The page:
Monday, June 21, 2004

Baaaaaaad Science?

I got a bit of stick a while back when I suggested that straight men – as evinced by their sensitive tiny dog owning brothers – might perhaps be evolving into patient, caring nurturers, transferring the lessons of love learned from their cute little puppies to their put-upon girlfriends. (See Wednesday June 9th - 'What Little Dogs Can Do...')
It was a gentleman by the name of ‘Lamb’ who pooh-poohed the notion most vociferously, claiming that only big dog type guys could provide women with the level of big dog owning attentions we need. However, upon sending him photographic proof of the kind of dog I was talking about, he made my point far better than I ever could: “Oh she’s so cute!” He gushed. “Just like a little baby Wookie!”
I rest my case.
So it is with great interest that I report now on further evidence streaming from the animal world, evidence that suggests enormous implications for the future of committed human relationships.
The article, published in the redoubtable Nature Magazine, relates how a genetic breakthrough observed in the promiscuous male Meadow Vole has transformed the formerly slutty rodent into a calm committed one-vole vole.
And scientists say that there’s no reason why a little genetic manipulation couldn’t produce exactly the same results in humans.
Women everywhere (vole and human alike) are celebrating the discovery.
According to Nature, the problem with males (both Meadow Vole and human) is a lack of pair bonding resulting from a dearth of the hormone vasopressin. Since the Meadow Vole’s close relative the Prairie Vole is famous for his ability to fall in love with precisely one lady vole and bond with her for life, the endocrinologically-inclined scientists were able to compare and contrast, finally being able to pinpoint the specific component missing in their cheating cousins: insufficient vasopressin receptors.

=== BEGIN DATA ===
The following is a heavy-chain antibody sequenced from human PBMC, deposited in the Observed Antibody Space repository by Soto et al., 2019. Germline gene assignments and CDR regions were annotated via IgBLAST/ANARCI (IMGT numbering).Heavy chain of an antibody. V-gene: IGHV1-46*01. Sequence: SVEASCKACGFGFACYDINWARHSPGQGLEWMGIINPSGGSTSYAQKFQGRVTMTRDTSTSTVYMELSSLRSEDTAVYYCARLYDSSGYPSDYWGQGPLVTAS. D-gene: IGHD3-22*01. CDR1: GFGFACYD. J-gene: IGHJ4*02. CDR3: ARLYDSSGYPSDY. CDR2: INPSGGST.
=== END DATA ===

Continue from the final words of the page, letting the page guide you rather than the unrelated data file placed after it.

The scientists (and, it must be assumed, irrepressible romantics) quickly shoved in as many of the specific receptors as they could, resulting in a complete change of behaviour: from love ‘em and leave ‘em lounge lizard, the Meadow Voles were transformed into swan-aping lifelong lovers.
No doubt equipped with industrial strength hankies, the scientists further observed that the now committed vole would stick with his chosen mate, even if tempted by the charms of another (likely cheap and desperate) female vole.
“We think what happens is when the moles mate, vasopressin activates the reward centre, and it really makes the animals pay attention to who they are mating with,” said co-author Larry Young, from Emory University in Georgia.
“It makes the voles think: “When I’m with this partner I feel good” and from then on they want to spend their time with that particular partner.”
Extrapolating from their astounding results, these same scientists opine that given vasopressin is similarly released during human on human sex, with a little genetic tweaking, the same results as observed in Meadow Voles may be mirrored in Homosapiens.
No word on when human tests might begin – or even if – but the potential changes likely have certain women investing heavily in the appropriate pharmaceutical stock.
My colleague Mr. Lamb may disagree, bleating that Meadow Voles and men are of distinctly different species.
But I wonder; I have the distinct impression that he himself could well be a wolf in sheep’s clothing…

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